The FINANCIAL -- Entrepreneurs: everyone loves them.
They are full of energy, and always have new ideas that excite people. I see two different types of entrepreneurs: those that run the small business that form the lifeblood of the economy, and those that create new products and ideas that stand at the basis of revolutionary new enterprises. Your small neighborhood supermarket falls in the first category, while Facebook falls in the second category.
The developing world, Georgia included, has no lack of the first category of entrepreneurs: small business entrepreneurship is very common indeed. Often these small businesses are an alternative form of employment: with no intention to expand, they often only employ the owner and a few others. Instead of finding a job somewhere, the owner simply creates one for herself.
The second category of entrepreneurs is harder to find: this form of entrepreneurship is strongly intertwined with innovation and technology. However, if entrepreneurs in the second category succeed, they create big businesses that often employ thousands of people. In this article, I’ll discuss with Georgia can do to support entrepreneurs that will eventually create innovative new companies. We’ll see that for entrepreneurs, it is crucial to have simple rules and regulations, fast bankruptcy procedures, and knowledge hubs.
First, barriers to starting a business and running it should be low. Someone who starts a new business doesn’t necessarily know much about the administrative and legal sides of things, and we don’t want potential entrepreneurs to waste too much on this. Georgia has already done much in this respect by simplifying business registration procedures. Tax procedures are also relatively simple, and done online, although this is can be complicated for a foreign entrepreneur, since online tax filing is only possible in Georgian.
Second, make it easy to go bankrupt. Entrepreneurs most often fail, and that is part of the process. Entrepreneurship is about taking risk, and sometimes a business doesn’t work out the way the owner had expected it to. This often involves substantial financial risk. Many entrepreneurs go through personal bankruptcy with another venture before starting the company that actually leads to their success. The ability to go through personal bankruptcy quickly is essential: if it takes many years to get out of personal bankruptcy, entrepreneurs will be hesitant to put too much on the line financially.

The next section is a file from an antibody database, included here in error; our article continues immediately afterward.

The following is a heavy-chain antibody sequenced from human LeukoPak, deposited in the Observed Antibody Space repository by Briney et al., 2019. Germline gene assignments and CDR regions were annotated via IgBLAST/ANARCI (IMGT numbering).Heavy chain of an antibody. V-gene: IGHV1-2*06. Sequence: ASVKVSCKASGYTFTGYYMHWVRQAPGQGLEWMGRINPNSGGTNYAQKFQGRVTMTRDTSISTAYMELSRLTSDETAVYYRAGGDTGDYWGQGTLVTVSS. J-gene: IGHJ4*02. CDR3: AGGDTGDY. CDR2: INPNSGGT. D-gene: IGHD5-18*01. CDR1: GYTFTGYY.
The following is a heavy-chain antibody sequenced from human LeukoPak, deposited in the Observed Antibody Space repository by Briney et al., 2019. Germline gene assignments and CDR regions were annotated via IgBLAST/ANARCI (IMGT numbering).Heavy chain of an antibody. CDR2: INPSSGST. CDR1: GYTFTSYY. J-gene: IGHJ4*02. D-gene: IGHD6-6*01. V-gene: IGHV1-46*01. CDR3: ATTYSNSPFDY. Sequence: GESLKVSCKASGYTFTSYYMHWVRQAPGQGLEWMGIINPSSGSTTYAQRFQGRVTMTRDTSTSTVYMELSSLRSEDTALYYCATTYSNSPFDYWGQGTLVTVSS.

Third: knowledge hubs are essential for entrepreneurs to start high-value added businesses. An prime example of this is Silicon Valley: thousands of technology entrepreneurs work in a relatively small area there, not only because they can find other entrepreneurs there, but also because there is a university nearby (Stanford) that consistently delivers high-quality graduates who can work with these start-up businesses. Another example of this Boston, where many science-related startups are born, because of the presence of a large biotech industry and two world-class universities (Harvard and the Massachusetts of Technology). In these knowledge hubs, entrepreneurs get to interact with each, find new partners, benefit from existing knowledge, and “ideas have sex”. In Georgia, some proto-knowledge hubs are starting to emerge around some of the universities in Tbilisi , but there is still a lot of work to be done. The government can stimulate this process by focusing on technical education, with skills that allow graduates to become twenty-first century entrepreneurs: if a university is very good in technical fields, a knowledge hub will often naturally come into existence around it.
Georgians have learnt how to run small businesses: now it is time to think about how we can create new big ideas. Simple rules and regulations, and quick bankruptcy procedures are prerequisites, and knowledge hubs can be the birthplaces of these new ideas and businesses.